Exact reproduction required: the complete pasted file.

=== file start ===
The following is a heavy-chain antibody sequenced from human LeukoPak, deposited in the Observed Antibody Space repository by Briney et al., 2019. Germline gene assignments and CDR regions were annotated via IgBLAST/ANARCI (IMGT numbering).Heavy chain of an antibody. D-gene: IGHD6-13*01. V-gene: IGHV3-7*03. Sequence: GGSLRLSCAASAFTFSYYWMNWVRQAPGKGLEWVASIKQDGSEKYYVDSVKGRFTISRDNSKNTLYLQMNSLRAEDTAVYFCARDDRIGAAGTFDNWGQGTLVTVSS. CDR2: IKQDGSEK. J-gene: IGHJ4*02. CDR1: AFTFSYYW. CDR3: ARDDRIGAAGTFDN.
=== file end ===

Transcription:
The following is a heavy-chain antibody sequenced from human LeukoPak, deposited in the Observed Antibody Space repository by Briney et al., 2019. Germline gene assignments and CDR regions were annotated via IgBLAST/ANARCI (IMGT numbering).Heavy chain of an antibody. D-gene: IGHD6-13*01. V-gene: IGHV3-7*03. Sequence: GGSLRLSCAASAFTFSYYWMNWVRQAPGKGLEWVASIKQDGSEKYYVDSVKGRFTISRDNSKNTLYLQMNSLRAEDTAVYFCARDDRIGAAGTFDNWGQGTLVTVSS. CDR2: IKQDGSEK. J-gene: IGHJ4*02. CDR1: AFTFSYYW. CDR3: ARDDRIGAAGTFDN.